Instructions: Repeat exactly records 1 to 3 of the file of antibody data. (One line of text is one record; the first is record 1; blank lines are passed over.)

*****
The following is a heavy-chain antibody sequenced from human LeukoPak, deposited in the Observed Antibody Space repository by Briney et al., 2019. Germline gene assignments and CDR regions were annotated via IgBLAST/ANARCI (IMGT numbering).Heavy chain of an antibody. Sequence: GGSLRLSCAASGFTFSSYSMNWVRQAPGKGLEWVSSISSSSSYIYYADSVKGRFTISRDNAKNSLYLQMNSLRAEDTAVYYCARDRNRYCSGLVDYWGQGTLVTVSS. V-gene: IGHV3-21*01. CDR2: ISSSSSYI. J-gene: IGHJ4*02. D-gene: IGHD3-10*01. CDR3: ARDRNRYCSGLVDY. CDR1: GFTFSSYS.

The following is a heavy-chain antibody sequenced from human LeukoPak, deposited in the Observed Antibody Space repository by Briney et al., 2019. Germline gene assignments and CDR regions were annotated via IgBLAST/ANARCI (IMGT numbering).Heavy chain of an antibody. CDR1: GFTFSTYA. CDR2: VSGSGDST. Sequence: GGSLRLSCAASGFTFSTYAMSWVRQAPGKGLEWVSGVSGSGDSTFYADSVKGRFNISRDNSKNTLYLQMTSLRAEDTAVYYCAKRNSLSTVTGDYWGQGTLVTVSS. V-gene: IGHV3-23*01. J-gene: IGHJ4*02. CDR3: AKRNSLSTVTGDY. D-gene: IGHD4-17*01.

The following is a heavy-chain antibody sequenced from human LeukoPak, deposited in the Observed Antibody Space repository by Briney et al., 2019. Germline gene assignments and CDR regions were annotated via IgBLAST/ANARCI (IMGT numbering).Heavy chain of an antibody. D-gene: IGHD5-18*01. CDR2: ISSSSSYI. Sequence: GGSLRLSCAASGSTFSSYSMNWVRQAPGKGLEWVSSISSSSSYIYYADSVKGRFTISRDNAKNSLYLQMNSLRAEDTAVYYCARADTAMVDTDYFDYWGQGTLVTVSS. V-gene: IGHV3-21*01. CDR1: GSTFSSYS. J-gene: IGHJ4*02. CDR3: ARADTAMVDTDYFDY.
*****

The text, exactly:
The following is a heavy-chain antibody sequenced from human LeukoPak, deposited in the Observed Antibody Space repository by Briney et al., 2019. Germline gene assignments and CDR regions were annotated via IgBLAST/ANARCI (IMGT numbering).Heavy chain of an antibody. Sequence: GGSLRLSCAASGFTFSSYSMNWVRQAPGKGLEWVSSISSSSSYIYYADSVKGRFTISRDNAKNSLYLQMNSLRAEDTAVYYCARDRNRYCSGLVDYWGQGTLVTVSS. V-gene: IGHV3-21*01. CDR2: ISSSSSYI. J-gene: IGHJ4*02. D-gene: IGHD3-10*01. CDR3: ARDRNRYCSGLVDY. CDR1: GFTFSSYS.

The following is a heavy-chain antibody sequenced from human LeukoPak, deposited in the Observed Antibody Space repository by Briney et al., 2019. Germline gene assignments and CDR regions were annotated via IgBLAST/ANARCI (IMGT numbering).Heavy chain of an antibody. CDR1: GFTFSTYA. CDR2: VSGSGDST. Sequence: GGSLRLSCAASGFTFSTYAMSWVRQAPGKGLEWVSGVSGSGDSTFYADSVKGRFNISRDNSKNTLYLQMTSLRAEDTAVYYCAKRNSLSTVTGDYWGQGTLVTVSS. V-gene: IGHV3-23*01. J-gene: IGHJ4*02. CDR3: AKRNSLSTVTGDY. D-gene: IGHD4-17*01.

The following is a heavy-chain antibody sequenced from human LeukoPak, deposited in the Observed Antibody Space repository by Briney et al., 2019. Germline gene assignments and CDR regions were annotated via IgBLAST/ANARCI (IMGT numbering).Heavy chain of an antibody. D-gene: IGHD5-18*01. CDR2: ISSSSSYI. Sequence: GGSLRLSCAASGSTFSSYSMNWVRQAPGKGLEWVSSISSSSSYIYYADSVKGRFTISRDNAKNSLYLQMNSLRAEDTAVYYCARADTAMVDTDYFDYWGQGTLVTVSS. V-gene: IGHV3-21*01. CDR1: GSTFSSYS. J-gene: IGHJ4*02. CDR3: ARADTAMVDTDYFDY.